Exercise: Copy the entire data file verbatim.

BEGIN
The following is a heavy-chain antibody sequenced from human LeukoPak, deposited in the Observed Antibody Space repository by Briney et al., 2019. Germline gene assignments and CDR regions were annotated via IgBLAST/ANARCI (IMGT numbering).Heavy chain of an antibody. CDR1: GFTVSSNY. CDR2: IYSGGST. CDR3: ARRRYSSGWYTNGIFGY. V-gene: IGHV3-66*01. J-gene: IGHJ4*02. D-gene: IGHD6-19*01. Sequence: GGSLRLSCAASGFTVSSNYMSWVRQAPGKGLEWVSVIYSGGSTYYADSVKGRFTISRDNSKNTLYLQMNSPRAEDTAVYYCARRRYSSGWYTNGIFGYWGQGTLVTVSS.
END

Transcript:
The following is a heavy-chain antibody sequenced from human LeukoPak, deposited in the Observed Antibody Space repository by Briney et al., 2019. Germline gene assignments and CDR regions were annotated via IgBLAST/ANARCI (IMGT numbering).Heavy chain of an antibody. CDR1: GFTVSSNY. CDR2: IYSGGST. CDR3: ARRRYSSGWYTNGIFGY. V-gene: IGHV3-66*01. J-gene: IGHJ4*02. D-gene: IGHD6-19*01. Sequence: GGSLRLSCAASGFTVSSNYMSWVRQAPGKGLEWVSVIYSGGSTYYADSVKGRFTISRDNSKNTLYLQMNSPRAEDTAVYYCARRRYSSGWYTNGIFGYWGQGTLVTVSS.